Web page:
Lauriston Castle
Edinburgh

Lauriston Castle in Edinburgh

Recently I have started exploring a bit more of my adopted home city of Edinburgh, I mean there is loads of attractions such as Edinburgh Castle and the Royal Mile in the city centre and after 6 years I have pretty much been to all of those but there are also some great sights which are not as well know.  An attraction that fitted this definition and which I had never heard of before was Lauriston Castle which is situated north of the city centre and actually 10 minutes away from where i have worked from the past 5 years!  I travelled to the castle from the city centre and it is only a 30 minute bus ride from the west end, I got on the No 37 and stayed on it till the final stop and from there is was only a 10 minute walk (pretty much a straight path too) to get to the castle grounds.

On first entry to the ground there is a car park and no initial sign of the castle just a large open green park space and you have to walk another 5 minutes through this area before you stumble upon the frontage of Lauriston Castle.  It should be noted that there are fairly extensive gardens which surround the building and these are free for people to enter and to walk around and many locals do seem to make use of this as the car park was full at 1pm on a Monday.

The main reason I was there was not for the gardens but for a tour inside the castle which are available on Mon-Thu at 2pm and at the weekend  at 2, 2.30, 3 and 3.30.  Although I had managed to find the castle my next challenge was finding where to buy a ticket for the tour, the main door was looked and there did not appear to be any obvious reception area or ticket area.  The only open section I could find was the outdoor cafe and after asking if that was where i could purchase a ticket i was referred back to the main castle building!  I checked the front door again and then decided to walk around and check every door and each one was locked.  I then went round again and was seriously thinking i am missing something but all the doors and windows were locked!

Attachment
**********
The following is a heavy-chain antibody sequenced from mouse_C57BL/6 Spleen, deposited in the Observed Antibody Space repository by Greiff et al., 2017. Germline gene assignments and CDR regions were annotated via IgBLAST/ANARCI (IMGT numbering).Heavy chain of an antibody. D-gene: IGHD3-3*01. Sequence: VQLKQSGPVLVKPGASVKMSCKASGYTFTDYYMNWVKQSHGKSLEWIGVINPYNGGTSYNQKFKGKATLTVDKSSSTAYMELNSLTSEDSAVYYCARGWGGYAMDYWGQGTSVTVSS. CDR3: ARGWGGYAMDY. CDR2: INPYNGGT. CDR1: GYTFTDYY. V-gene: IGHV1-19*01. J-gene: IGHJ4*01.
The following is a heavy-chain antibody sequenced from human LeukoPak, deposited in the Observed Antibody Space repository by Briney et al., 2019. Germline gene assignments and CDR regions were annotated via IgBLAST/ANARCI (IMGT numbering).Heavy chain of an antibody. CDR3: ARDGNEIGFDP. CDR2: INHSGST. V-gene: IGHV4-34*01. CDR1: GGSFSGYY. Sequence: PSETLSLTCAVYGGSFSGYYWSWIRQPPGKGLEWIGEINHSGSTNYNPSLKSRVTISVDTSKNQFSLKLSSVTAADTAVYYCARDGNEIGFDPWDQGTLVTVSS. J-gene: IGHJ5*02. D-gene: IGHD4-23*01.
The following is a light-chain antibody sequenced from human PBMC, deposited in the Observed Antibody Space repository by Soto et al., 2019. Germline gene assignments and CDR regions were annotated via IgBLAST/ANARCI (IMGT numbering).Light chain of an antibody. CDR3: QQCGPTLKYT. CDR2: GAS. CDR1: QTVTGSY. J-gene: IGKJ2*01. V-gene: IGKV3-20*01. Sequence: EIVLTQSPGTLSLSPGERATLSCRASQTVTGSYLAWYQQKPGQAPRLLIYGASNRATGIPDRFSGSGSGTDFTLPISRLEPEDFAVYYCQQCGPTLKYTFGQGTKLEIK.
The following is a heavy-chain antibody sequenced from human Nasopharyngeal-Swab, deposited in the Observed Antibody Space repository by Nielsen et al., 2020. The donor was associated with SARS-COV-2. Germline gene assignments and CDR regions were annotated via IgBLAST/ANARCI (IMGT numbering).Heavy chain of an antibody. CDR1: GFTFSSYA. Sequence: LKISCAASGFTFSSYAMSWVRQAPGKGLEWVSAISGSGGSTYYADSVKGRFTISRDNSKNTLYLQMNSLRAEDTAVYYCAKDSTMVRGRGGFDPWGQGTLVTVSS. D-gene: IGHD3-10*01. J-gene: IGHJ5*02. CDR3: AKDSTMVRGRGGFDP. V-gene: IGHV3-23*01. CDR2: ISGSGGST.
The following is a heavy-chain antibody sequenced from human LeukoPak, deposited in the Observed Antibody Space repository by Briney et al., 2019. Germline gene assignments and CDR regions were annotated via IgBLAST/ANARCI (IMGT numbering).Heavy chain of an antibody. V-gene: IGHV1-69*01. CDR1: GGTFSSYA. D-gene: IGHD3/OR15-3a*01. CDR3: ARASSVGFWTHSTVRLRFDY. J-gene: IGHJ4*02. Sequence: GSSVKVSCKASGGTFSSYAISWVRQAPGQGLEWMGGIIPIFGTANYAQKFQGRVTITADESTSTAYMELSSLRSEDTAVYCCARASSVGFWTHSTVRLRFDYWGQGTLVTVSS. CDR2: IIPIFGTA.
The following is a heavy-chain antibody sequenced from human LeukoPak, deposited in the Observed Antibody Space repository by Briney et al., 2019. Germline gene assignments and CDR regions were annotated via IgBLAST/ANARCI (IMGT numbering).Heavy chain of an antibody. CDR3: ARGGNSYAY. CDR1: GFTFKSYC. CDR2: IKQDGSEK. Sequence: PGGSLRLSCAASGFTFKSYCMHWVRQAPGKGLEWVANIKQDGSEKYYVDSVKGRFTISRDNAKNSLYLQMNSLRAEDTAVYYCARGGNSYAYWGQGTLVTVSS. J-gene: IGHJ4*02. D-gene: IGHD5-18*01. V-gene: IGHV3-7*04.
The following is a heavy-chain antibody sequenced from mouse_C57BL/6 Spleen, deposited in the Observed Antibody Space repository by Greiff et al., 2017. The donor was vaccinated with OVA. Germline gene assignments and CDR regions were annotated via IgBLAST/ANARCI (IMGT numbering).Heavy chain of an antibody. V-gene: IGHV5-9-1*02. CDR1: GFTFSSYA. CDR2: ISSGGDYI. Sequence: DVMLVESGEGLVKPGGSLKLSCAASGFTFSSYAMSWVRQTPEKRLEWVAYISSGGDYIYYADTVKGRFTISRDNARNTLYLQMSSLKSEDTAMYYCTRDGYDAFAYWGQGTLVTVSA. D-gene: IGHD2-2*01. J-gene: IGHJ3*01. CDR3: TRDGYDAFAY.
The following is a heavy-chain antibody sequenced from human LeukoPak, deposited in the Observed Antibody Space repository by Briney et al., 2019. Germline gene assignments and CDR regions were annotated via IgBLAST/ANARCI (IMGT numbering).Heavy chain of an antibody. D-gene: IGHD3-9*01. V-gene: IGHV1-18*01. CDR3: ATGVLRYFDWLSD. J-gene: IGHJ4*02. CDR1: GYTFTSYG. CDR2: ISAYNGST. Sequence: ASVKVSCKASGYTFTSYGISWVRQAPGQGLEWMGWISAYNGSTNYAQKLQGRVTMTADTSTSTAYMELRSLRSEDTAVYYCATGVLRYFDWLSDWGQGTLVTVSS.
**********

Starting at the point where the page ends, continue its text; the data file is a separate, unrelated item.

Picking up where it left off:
I was a bit early so I decided i would kill time till 2pm when the tour was due to begin and hopefully someone would appear, this was not too bad as there was extensive grounds and gardens which are pretty good for killing some time.  I started at the back of the castle where you would through a narrow passage to be greeted with unspoiled views of the Firth of Forth and Cramond Island.  The back area was also home to three croquet pitches which are used by a local club (yes apparently croquet is still a thing!) and there was even a game going on.

If you then wall towards the west side of the castle there is a sign which directs you to a japanese garden which is a bit of a strange sight on the outskirts of Edinburgh but its very tastefully done and not a bad place to chill on one of the benches to contemplate important stuff like…I am ever going to be able to get into this castle??!

Japanese Gardens
Japanese Gardens

After spending half an hour in the gardens it was suddenly nearing 2pm so I headed back to the front entrance where I noticed a couple of people were stationed outside the front door and then bang on 2pm the door magically opened and a guide appeared.  I subsequently found out that you are supposed to buy tickets at the start of the tour which is not really a problem but i wonder how many people have visited found the doors shut and just left? Perhaps a sign outside saying tickets can be purchased at beginning of tour would be helpful.

firth of forth
View out to the Firth of Forth

Anyway when eventually entry was allowed there was only myself and 2 other people so it was almost a private tour and after we all paid our guide took us straight outside again.  The guide gave us an early history on the property telling is that it apparently was pretty much reduced to ruins by raids in 1544 by the earl of hertford and only a small section survived leaving most of it to be rebuilt and then extended.  It also apparently is not really a castle as there has never been a garrison stationed there but im guessing Lauriston castle sounds more impressive than Lauriston house!